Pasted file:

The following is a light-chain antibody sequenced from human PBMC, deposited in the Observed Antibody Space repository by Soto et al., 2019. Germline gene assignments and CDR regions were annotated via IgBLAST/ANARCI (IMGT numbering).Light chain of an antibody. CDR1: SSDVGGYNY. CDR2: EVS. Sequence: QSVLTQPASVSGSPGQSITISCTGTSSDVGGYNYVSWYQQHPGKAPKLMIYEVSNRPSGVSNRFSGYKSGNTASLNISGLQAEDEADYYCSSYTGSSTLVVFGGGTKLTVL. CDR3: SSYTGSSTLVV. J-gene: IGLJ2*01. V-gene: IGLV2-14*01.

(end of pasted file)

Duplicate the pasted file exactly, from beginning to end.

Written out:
The following is a light-chain antibody sequenced from human PBMC, deposited in the Observed Antibody Space repository by Soto et al., 2019. Germline gene assignments and CDR regions were annotated via IgBLAST/ANARCI (IMGT numbering).Light chain of an antibody. CDR1: SSDVGGYNY. CDR2: EVS. Sequence: QSVLTQPASVSGSPGQSITISCTGTSSDVGGYNYVSWYQQHPGKAPKLMIYEVSNRPSGVSNRFSGYKSGNTASLNISGLQAEDEADYYCSSYTGSSTLVVFGGGTKLTVL. CDR3: SSYTGSSTLVV. J-gene: IGLJ2*01. V-gene: IGLV2-14*01.